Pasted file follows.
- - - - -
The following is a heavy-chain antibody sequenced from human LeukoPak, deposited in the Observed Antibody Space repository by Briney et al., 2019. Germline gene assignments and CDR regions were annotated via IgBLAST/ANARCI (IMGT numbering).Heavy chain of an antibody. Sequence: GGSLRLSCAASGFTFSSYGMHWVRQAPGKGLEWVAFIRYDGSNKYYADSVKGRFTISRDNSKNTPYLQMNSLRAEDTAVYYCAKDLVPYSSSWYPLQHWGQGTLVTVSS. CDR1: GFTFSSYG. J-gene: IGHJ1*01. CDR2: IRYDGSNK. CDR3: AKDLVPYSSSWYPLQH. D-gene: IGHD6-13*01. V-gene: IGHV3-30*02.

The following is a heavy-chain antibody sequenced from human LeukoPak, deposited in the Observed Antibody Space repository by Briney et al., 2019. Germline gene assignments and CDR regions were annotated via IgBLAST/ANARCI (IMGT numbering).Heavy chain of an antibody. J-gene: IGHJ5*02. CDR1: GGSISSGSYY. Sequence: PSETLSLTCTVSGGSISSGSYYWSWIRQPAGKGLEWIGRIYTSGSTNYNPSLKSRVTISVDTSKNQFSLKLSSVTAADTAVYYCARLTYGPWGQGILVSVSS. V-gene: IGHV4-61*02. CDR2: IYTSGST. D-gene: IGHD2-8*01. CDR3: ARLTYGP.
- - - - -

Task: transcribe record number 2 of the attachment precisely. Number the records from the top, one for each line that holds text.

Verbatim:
The following is a heavy-chain antibody sequenced from human LeukoPak, deposited in the Observed Antibody Space repository by Briney et al., 2019. Germline gene assignments and CDR regions were annotated via IgBLAST/ANARCI (IMGT numbering).Heavy chain of an antibody. J-gene: IGHJ5*02. CDR1: GGSISSGSYY. Sequence: PSETLSLTCTVSGGSISSGSYYWSWIRQPAGKGLEWIGRIYTSGSTNYNPSLKSRVTISVDTSKNQFSLKLSSVTAADTAVYYCARLTYGPWGQGILVSVSS. V-gene: IGHV4-61*02. CDR2: IYTSGST. D-gene: IGHD2-8*01. CDR3: ARLTYGP.